By Natalie Roney and Phil Dean
The COVID-19 pandemic and its economic repercussions continue to reverberate throughout the Utah and U.S. economies. In particular, labor shortages and high inflation remain top of mind for many Utahns as a return to “normal” economic conditions remains elusive. This post explores aspects of real (inflation-adjusted) wage indicators.
Various economic indicators provide a useful lens to analyze, interpret, and predict the state of the economy. While most provide value, each indicator also poses limitations. Some economic indicators may not tell the full story, particularly when an indicator’s multiple contributing factors are not equally considered. Although it takes more effort than a quick glance at a single indicator, considering a range of economic indicators is critical to truly understanding the economy. As discussed below, this is particularly true for real wage indicators.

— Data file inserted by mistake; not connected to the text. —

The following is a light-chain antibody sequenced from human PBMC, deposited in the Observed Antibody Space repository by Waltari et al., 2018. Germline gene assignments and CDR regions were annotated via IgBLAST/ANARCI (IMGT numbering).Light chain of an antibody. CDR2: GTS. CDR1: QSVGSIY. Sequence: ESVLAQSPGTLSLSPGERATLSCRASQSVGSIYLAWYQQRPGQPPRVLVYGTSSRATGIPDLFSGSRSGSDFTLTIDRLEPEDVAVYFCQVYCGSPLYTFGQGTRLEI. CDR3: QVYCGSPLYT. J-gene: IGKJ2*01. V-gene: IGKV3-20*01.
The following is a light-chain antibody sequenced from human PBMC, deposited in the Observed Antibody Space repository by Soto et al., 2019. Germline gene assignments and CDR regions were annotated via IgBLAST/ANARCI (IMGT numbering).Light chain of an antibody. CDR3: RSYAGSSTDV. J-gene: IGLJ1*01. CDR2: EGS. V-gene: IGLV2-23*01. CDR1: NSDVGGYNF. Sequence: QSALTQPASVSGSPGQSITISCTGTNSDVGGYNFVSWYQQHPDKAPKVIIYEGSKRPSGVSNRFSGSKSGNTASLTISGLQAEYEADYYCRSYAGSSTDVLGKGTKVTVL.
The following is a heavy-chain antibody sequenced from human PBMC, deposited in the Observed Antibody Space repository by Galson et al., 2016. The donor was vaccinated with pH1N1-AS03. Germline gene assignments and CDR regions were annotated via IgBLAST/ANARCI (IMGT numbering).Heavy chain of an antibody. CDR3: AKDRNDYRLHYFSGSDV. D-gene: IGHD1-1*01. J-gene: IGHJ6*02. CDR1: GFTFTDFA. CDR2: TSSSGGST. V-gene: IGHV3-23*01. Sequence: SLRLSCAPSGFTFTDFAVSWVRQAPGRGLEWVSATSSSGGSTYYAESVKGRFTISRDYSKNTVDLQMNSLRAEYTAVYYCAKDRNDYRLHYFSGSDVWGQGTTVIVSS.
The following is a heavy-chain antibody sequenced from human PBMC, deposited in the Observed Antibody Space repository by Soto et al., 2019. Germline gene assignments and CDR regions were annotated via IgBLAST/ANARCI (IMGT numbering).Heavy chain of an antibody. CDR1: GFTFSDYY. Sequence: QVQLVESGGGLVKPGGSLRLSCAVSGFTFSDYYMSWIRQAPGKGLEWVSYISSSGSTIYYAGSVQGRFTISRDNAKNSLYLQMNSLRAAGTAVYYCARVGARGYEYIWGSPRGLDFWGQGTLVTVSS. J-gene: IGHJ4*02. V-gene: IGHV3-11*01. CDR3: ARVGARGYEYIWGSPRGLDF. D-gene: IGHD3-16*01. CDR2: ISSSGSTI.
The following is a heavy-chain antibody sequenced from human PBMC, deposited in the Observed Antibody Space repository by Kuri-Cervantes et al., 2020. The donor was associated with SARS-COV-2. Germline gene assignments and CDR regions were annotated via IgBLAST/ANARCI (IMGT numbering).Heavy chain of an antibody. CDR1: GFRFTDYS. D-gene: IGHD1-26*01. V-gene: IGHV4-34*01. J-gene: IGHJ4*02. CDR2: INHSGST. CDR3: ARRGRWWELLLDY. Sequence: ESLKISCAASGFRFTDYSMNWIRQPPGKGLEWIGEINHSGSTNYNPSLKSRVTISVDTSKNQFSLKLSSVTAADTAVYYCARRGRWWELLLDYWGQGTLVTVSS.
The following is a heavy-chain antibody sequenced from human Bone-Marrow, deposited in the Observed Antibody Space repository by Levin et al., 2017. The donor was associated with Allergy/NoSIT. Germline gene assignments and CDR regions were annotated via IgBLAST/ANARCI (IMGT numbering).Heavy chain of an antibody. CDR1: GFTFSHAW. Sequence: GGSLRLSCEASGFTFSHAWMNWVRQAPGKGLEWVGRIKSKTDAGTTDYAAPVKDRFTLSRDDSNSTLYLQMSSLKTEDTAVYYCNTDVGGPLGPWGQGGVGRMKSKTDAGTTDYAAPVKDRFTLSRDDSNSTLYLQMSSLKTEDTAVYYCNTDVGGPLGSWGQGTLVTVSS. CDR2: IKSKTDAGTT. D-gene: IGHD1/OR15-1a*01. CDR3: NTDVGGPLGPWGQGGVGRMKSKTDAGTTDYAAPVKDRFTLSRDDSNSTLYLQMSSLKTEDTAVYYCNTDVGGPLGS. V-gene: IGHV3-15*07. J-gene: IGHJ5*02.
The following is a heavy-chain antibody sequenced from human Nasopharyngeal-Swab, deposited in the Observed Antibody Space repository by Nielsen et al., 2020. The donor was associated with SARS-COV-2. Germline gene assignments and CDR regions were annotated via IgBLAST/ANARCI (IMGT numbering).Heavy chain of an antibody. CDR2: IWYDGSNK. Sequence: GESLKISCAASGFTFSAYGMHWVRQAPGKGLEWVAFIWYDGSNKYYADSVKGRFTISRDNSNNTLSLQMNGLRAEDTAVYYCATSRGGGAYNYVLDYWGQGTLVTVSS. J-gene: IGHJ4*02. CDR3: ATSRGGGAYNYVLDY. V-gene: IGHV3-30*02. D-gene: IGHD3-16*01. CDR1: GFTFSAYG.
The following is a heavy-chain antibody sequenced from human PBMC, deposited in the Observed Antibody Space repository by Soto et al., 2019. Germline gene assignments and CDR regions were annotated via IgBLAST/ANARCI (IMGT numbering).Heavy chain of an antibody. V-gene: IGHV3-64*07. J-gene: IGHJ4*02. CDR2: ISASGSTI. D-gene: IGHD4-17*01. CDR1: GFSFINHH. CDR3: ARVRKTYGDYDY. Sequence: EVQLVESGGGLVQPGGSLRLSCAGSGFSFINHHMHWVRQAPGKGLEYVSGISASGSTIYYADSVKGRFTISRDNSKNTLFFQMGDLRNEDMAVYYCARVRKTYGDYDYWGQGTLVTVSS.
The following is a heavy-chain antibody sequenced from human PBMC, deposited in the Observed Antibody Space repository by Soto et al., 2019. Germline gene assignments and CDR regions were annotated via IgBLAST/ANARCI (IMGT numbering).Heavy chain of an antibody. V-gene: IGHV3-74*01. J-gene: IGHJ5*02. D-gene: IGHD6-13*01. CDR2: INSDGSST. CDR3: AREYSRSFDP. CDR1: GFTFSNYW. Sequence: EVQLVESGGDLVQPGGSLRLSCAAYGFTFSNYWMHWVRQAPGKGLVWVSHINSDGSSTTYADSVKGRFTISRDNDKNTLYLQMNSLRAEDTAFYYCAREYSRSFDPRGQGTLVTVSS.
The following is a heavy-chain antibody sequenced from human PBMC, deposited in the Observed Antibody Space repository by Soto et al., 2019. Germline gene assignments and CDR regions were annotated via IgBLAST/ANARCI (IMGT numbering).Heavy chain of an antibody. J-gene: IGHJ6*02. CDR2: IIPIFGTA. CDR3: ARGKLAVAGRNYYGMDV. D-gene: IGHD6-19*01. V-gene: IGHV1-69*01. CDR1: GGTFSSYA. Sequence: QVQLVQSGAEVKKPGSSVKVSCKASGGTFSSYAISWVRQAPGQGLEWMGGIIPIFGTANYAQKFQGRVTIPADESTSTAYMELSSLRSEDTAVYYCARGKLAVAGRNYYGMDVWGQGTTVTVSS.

For February 2022, the U.S. Bureau of Labor Statistics (BLS) estimates annual Consumer Price Index (CPI) inflation at 7.9% for the U.S. and at an even higher 9.7% for the Mountain region. While nominal wages increased over this period, businesses facing labor shortages and workers facing the continued real-world impacts of the highest consumer price inflation in four decades are thinking seriously about the impacts of high inflation on real (inflation-adjusted) wages.
Real Average Wages
A valuable economic indicator, real average wages is calculated using the U.S. Bureau of Economic Analysis (BEA) estimate of wages and salaries, divided by the BLS estimate of the number of non-farm workers, adjusted for inflation as measured by CPI. As Figure 1 shows, generally flat real average wages prevailed for the four-decade period between 1960 and the late 1990s (including during the high inflation of the 1970s and early 1980s), and have steadily increased over the past